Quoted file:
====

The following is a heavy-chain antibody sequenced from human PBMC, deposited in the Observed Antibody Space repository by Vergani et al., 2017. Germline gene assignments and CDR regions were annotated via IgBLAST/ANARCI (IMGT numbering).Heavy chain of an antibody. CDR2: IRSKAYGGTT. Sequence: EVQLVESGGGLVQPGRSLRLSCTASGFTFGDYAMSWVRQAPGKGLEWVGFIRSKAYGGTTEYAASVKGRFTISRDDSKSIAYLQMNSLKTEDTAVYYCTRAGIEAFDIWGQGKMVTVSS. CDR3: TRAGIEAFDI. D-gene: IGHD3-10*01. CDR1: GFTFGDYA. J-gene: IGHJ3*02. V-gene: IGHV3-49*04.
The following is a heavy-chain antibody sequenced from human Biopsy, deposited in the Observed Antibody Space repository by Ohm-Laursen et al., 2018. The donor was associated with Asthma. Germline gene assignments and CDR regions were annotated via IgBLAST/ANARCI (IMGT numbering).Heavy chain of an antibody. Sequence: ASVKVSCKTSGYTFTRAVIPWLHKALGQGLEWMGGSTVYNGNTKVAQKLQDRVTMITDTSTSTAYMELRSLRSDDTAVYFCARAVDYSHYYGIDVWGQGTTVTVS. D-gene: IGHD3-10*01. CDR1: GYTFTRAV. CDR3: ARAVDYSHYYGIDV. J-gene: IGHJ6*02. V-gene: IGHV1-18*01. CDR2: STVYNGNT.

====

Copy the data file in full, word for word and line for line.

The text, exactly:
The following is a heavy-chain antibody sequenced from human PBMC, deposited in the Observed Antibody Space repository by Vergani et al., 2017. Germline gene assignments and CDR regions were annotated via IgBLAST/ANARCI (IMGT numbering).Heavy chain of an antibody. CDR2: IRSKAYGGTT. Sequence: EVQLVESGGGLVQPGRSLRLSCTASGFTFGDYAMSWVRQAPGKGLEWVGFIRSKAYGGTTEYAASVKGRFTISRDDSKSIAYLQMNSLKTEDTAVYYCTRAGIEAFDIWGQGKMVTVSS. CDR3: TRAGIEAFDI. D-gene: IGHD3-10*01. CDR1: GFTFGDYA. J-gene: IGHJ3*02. V-gene: IGHV3-49*04.
The following is a heavy-chain antibody sequenced from human Biopsy, deposited in the Observed Antibody Space repository by Ohm-Laursen et al., 2018. The donor was associated with Asthma. Germline gene assignments and CDR regions were annotated via IgBLAST/ANARCI (IMGT numbering).Heavy chain of an antibody. Sequence: ASVKVSCKTSGYTFTRAVIPWLHKALGQGLEWMGGSTVYNGNTKVAQKLQDRVTMITDTSTSTAYMELRSLRSDDTAVYFCARAVDYSHYYGIDVWGQGTTVTVS. D-gene: IGHD3-10*01. CDR1: GYTFTRAV. CDR3: ARAVDYSHYYGIDV. J-gene: IGHJ6*02. V-gene: IGHV1-18*01. CDR2: STVYNGNT.